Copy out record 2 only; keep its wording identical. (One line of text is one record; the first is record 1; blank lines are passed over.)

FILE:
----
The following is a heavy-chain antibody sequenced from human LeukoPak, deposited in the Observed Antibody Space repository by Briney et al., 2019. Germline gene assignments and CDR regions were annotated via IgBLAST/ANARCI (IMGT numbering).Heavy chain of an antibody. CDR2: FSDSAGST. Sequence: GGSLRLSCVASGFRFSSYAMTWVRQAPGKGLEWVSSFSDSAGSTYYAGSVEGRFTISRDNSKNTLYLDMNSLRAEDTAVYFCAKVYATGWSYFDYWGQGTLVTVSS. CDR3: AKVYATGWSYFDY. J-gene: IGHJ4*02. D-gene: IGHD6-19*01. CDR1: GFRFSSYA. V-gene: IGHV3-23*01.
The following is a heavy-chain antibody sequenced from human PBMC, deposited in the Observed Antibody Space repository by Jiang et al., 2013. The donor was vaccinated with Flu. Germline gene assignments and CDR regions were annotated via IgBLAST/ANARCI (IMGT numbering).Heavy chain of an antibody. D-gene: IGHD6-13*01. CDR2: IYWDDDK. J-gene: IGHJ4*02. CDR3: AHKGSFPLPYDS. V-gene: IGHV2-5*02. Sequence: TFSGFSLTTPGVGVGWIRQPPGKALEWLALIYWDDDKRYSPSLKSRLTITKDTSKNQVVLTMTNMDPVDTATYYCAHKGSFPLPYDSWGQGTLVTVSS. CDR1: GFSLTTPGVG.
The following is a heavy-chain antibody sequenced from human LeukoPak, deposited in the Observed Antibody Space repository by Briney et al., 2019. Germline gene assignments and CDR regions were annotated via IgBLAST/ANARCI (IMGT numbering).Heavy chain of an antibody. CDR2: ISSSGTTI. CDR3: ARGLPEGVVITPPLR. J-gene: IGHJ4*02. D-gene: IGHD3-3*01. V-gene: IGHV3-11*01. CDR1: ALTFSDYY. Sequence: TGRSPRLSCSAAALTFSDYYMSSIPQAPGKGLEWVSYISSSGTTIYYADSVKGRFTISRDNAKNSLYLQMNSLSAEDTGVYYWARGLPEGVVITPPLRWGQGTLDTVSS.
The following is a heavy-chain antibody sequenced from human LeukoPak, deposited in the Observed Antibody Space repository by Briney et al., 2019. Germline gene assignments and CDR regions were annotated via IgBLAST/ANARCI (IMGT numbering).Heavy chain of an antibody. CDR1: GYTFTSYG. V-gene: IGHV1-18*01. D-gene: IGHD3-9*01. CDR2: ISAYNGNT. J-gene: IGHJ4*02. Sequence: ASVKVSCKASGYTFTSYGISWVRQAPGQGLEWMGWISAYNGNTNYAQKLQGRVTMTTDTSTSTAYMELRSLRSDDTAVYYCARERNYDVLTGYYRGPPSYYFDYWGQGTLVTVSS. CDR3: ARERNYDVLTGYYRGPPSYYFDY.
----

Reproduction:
The following is a heavy-chain antibody sequenced from human PBMC, deposited in the Observed Antibody Space repository by Jiang et al., 2013. The donor was vaccinated with Flu. Germline gene assignments and CDR regions were annotated via IgBLAST/ANARCI (IMGT numbering).Heavy chain of an antibody. D-gene: IGHD6-13*01. CDR2: IYWDDDK. J-gene: IGHJ4*02. CDR3: AHKGSFPLPYDS. V-gene: IGHV2-5*02. Sequence: TFSGFSLTTPGVGVGWIRQPPGKALEWLALIYWDDDKRYSPSLKSRLTITKDTSKNQVVLTMTNMDPVDTATYYCAHKGSFPLPYDSWGQGTLVTVSS. CDR1: GFSLTTPGVG.